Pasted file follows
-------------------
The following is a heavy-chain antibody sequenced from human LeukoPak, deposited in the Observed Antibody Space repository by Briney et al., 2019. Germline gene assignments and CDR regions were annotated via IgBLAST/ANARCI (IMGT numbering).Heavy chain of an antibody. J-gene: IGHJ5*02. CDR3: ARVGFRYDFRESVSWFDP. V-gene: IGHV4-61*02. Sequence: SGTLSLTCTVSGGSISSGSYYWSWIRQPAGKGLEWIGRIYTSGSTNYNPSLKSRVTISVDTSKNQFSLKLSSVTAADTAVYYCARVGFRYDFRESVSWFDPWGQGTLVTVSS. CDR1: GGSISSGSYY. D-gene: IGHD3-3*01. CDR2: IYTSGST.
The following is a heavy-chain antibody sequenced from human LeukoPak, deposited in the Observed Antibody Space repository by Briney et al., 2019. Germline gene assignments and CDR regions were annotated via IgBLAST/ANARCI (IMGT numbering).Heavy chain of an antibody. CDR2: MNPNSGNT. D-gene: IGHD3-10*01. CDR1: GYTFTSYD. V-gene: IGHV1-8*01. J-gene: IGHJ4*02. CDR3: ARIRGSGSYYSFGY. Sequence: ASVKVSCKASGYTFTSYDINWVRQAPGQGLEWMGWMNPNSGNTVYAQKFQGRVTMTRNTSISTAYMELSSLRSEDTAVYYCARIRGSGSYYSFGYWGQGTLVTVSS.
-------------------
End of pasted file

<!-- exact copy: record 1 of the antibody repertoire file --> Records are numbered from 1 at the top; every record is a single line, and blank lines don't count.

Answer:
The following is a heavy-chain antibody sequenced from human LeukoPak, deposited in the Observed Antibody Space repository by Briney et al., 2019. Germline gene assignments and CDR regions were annotated via IgBLAST/ANARCI (IMGT numbering).Heavy chain of an antibody. J-gene: IGHJ5*02. CDR3: ARVGFRYDFRESVSWFDP. V-gene: IGHV4-61*02. Sequence: SGTLSLTCTVSGGSISSGSYYWSWIRQPAGKGLEWIGRIYTSGSTNYNPSLKSRVTISVDTSKNQFSLKLSSVTAADTAVYYCARVGFRYDFRESVSWFDPWGQGTLVTVSS. CDR1: GGSISSGSYY. D-gene: IGHD3-3*01. CDR2: IYTSGST.